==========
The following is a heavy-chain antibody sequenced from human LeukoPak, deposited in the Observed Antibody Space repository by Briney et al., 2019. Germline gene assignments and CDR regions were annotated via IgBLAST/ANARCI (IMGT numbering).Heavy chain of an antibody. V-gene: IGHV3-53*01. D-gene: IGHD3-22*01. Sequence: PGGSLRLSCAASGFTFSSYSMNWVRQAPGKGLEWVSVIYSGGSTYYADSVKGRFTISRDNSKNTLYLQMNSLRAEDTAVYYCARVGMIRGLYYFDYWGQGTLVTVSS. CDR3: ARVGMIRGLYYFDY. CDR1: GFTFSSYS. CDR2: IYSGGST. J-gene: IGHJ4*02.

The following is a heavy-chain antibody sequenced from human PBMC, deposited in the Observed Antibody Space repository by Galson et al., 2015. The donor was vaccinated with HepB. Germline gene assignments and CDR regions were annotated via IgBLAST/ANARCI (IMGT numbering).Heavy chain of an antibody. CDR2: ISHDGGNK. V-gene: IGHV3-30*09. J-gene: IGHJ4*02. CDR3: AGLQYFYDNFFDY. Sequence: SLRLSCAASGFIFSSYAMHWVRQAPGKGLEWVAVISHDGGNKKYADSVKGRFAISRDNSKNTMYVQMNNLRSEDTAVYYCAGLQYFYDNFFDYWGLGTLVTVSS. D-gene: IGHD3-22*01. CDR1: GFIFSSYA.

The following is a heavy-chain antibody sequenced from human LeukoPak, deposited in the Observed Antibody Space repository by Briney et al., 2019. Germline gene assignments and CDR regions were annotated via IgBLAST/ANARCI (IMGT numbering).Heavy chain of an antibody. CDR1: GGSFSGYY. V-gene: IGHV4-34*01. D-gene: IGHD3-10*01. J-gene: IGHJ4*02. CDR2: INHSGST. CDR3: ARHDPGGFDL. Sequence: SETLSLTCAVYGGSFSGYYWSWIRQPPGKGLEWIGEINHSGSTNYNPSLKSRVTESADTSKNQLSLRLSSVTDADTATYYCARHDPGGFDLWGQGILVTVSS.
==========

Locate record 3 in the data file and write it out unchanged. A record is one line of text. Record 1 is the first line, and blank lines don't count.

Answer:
The following is a heavy-chain antibody sequenced from human LeukoPak, deposited in the Observed Antibody Space repository by Briney et al., 2019. Germline gene assignments and CDR regions were annotated via IgBLAST/ANARCI (IMGT numbering).Heavy chain of an antibody. CDR1: GGSFSGYY. V-gene: IGHV4-34*01. D-gene: IGHD3-10*01. J-gene: IGHJ4*02. CDR2: INHSGST. CDR3: ARHDPGGFDL. Sequence: SETLSLTCAVYGGSFSGYYWSWIRQPPGKGLEWIGEINHSGSTNYNPSLKSRVTESADTSKNQLSLRLSSVTDADTATYYCARHDPGGFDLWGQGILVTVSS.